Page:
07 September 2020
Not reviewed after the date of publication
When a stop and search is conducted and a hand held device is unavailable, is it acceptable for the stop and search to be subsequently recorded at a police station?
Section 3 of the Police and Criminal Evidence Act 1984 provides the procedure for making records of searches carried out under the stop and search procedure. Subsection (1) states:
'3(1) Where a constable has carried out a search in the exercise of any such power as is mentioned in section 2(1) above, other than a search –
a record of the search shall be made in writing unless it is not practicable to do so.'
This is to be read in conjunction with the PACE Codes of Practice, specifically relevant here is Code of Practice A. In particular, for the recording requirements of a search that does not result in an arrest paragraphs 4.1 to 4.2A provide:
'4.1 When an officer carries out a search in the exercise of any power to which this Code applies and the search does not result in the person searched or person in charge of the vehicle searched being arrested and taken to a police station, a record must be made of it, electronically or on paper, unless there are exceptional circumstances which make this wholly impracticable (e.g. in situations involving public disorder or when the recording officer's presence is urgently required elsewhere). If a record is to be made, the officer carrying out the search must make the record on the spot unless this is not practicable, in which case, the officer must make the record as soon as practicable after the search is completed. (See Note 16.)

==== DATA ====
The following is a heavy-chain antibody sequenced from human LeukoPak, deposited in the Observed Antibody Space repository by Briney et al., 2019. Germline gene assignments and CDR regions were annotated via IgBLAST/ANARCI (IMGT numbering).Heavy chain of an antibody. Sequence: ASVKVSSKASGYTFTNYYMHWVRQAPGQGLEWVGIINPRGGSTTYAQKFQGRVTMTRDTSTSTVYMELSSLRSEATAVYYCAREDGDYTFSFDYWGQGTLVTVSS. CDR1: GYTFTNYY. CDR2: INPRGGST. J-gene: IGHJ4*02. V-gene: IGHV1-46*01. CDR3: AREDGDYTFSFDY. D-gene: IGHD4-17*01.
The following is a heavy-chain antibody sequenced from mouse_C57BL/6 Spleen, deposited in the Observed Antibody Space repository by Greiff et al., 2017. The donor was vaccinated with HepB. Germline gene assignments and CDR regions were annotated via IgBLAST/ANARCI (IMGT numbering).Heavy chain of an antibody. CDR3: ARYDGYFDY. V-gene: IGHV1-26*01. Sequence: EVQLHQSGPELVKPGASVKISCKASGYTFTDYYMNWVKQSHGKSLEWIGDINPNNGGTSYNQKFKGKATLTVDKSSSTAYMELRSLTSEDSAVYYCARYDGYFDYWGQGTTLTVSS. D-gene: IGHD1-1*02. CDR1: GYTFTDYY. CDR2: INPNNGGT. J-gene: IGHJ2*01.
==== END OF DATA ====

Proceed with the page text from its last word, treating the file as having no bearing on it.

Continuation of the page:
4.2 If the record is made at the time, the person who has been searched or who is in charge of the vehicle that has been searched must be asked if they want a copy and if they do, they must be given immediately, either:
copy of the record, or
a receipt which explains how they can obtain a copy of the full record or access to an electronic copy of the record.
4.2A An officer is not required to provide a copy of the full record or a receipt at the time if they are called to an incident of higher priority. (see Note 21.)'
We believe that the legislation and PACE guidelines are clear. Where there is a requirement for a record of the search to be made this must be done on the spot – we interpret this to mean immediately, and can be done either electronically or on paper. The guidelines provide exceptional circumstances where this may not be practicable and gives examples of situations involving public disorder or when the recording officer's presence is urgently required elsewhere. It is our opinion that a failure in the electronic HHD would not amount to exceptional circumstances or make it not practicable for the record to be made for the purposes of the legislation, and we would expect that a paper record would be made in those circumstances. This paper record can then be subsequently transferred to force systems for processing. We do not believe that delaying the recording of a search so that it can be completed on force systems would comply with the PACE Codes of Practice where there is a failure in the electronic HHD.
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